Egypt’s army spokesman, Brigadier General Mohamed Samir, called on the local media last Thursday not to repeat the "wrong" death tolls published in the foreign media covering Wednesday's deadly confrontations between the so-called Sinai Province and the Egyptian army in North Sinai.

While the military released initial figures on Wednesday night, saying that the confrontations had left four officers and 13 soldiers killed, some foreign news outlets put the death toll at 60 to 70 security personnel killed.

'Police Excessive force'? 

Press issues aside, many have also condemned article 6 of the draft law, as it states that security personnel cannot be legally questioned  over their use of force while performing their job.

Ehab Youssef, a former police general who used to serve in the interior ministry's counter-terrorism department, told Ahram Online that there was no need for such an article.

"If passed, this article will bring more trouble to the authorities," he said.

"Egypt's criminal code gives the authorities the right to defend themselves while chasing any militants, but this article would make questioning excessive force or misuse of force impossible," he explained.

Some officers have previously been sentenced to jail over the excessive use of force in minor incidents, he said.

"We do not need special legislation to fight terrorism, as the criminal code is enough, and only needs some amendments in terms of fighting cyber-terrorism," he added.  

Sherif Mohy El-Din, a researcher in counter-terrorism and human rights for the Egyptian Initiative for Personal Rights, agrees with Youssef.

"You can't fight terrorism only with laws, you have to use modern technologies," he said. "Beyond targeting terrorists, this law makes the possibility of civilians being accused much broader."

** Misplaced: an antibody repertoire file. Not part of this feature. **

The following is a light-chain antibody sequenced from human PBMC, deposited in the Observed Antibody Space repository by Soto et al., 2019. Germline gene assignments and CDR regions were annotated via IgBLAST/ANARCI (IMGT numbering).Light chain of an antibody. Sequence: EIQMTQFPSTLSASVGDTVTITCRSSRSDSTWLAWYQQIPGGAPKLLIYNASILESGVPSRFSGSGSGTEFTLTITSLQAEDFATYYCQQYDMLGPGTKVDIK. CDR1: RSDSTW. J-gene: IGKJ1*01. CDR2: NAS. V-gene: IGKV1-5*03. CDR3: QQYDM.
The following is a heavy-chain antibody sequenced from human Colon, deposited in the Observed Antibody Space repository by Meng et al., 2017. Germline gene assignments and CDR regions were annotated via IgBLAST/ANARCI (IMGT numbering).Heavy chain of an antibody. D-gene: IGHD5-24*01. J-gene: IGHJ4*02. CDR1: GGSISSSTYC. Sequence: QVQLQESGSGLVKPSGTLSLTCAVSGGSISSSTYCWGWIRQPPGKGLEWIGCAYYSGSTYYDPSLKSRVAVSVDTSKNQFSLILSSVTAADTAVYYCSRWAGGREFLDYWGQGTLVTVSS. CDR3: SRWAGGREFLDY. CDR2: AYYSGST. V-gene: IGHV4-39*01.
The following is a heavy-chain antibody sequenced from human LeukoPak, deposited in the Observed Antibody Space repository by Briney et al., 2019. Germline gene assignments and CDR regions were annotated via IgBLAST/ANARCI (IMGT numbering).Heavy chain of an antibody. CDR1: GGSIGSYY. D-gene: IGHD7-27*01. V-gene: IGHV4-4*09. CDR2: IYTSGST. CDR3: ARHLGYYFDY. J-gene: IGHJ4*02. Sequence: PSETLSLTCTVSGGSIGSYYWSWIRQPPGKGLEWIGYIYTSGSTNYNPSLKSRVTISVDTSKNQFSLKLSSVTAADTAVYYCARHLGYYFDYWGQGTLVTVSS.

"I also doubt that the authorities could make good or vital use of the newly issued articles. For instance, a few months ago, El-Sisi issued the terrorist organisations law, according to which the government can classify groups as terrorist, but we still haven't seen any practical implementation of it," he added.

In the absence of parliament, President El-Sisi has held legislative authority. But once elected, the parliament must review all the laws issued by the president within 15 days.

Ibrahim El-Heneidy, Minister of Parliamentary Affairs and Transitional Justice, however defended the government right to issue such a law.

"I think we are in a war against terrorism and this law comes as a new harsher measure aimed at stemming the tide of terrorist organisations," El-Heneidy told the press last week. "The new package of anti-terrorism measures is quite enough for there not to be any need at the moment for any extraordinary or emergency measures to stand up to terrorism."

The government has tried to issue this draft law several times since the spike in violence following ouster Mohamed Morsi's in July 2013.

The Supreme Judiciary Council announced on Sunday that it had ratified the law to pass.

However, judicial sources told that the SJC had expressed its reservations over articles related to establishing special courts for terrorism crimes.

Local media have reported that the next step will be to send the draft to the state council for legal revision before sending it to the president for official ratification.

While the press syndicate's Mahmoud ruled out the possibility that this draft might pass without being amended, or at least having its controversial articles removed, Emam from the Hisham Mubarak Law Centre said that it would pass as it is.

"Remember the protest law?" he said. "It was also rejected by many activists, yet eventually it passed, and many people were sent to jail based on it."